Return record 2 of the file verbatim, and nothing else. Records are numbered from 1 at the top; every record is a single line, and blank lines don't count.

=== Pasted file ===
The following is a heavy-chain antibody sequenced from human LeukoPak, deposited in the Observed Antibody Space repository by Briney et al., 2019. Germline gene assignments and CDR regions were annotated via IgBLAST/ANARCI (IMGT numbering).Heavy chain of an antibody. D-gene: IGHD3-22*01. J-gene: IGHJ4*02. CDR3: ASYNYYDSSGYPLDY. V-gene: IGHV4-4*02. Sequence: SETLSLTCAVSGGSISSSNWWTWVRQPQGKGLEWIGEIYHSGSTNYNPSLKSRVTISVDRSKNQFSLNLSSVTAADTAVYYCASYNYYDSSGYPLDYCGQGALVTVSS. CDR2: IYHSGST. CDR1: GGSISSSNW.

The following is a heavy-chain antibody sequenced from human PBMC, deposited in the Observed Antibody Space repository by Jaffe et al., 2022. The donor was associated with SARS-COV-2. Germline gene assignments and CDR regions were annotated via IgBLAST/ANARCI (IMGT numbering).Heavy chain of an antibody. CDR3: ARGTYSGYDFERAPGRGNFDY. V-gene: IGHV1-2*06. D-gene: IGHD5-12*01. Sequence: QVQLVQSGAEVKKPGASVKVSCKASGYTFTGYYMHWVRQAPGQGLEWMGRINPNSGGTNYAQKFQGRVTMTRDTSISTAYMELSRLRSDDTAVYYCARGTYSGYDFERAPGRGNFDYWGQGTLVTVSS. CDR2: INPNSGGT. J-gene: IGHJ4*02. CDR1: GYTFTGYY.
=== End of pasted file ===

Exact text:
The following is a heavy-chain antibody sequenced from human PBMC, deposited in the Observed Antibody Space repository by Jaffe et al., 2022. The donor was associated with SARS-COV-2. Germline gene assignments and CDR regions were annotated via IgBLAST/ANARCI (IMGT numbering).Heavy chain of an antibody. CDR3: ARGTYSGYDFERAPGRGNFDY. V-gene: IGHV1-2*06. D-gene: IGHD5-12*01. Sequence: QVQLVQSGAEVKKPGASVKVSCKASGYTFTGYYMHWVRQAPGQGLEWMGRINPNSGGTNYAQKFQGRVTMTRDTSISTAYMELSRLRSDDTAVYYCARGTYSGYDFERAPGRGNFDYWGQGTLVTVSS. CDR2: INPNSGGT. J-gene: IGHJ4*02. CDR1: GYTFTGYY.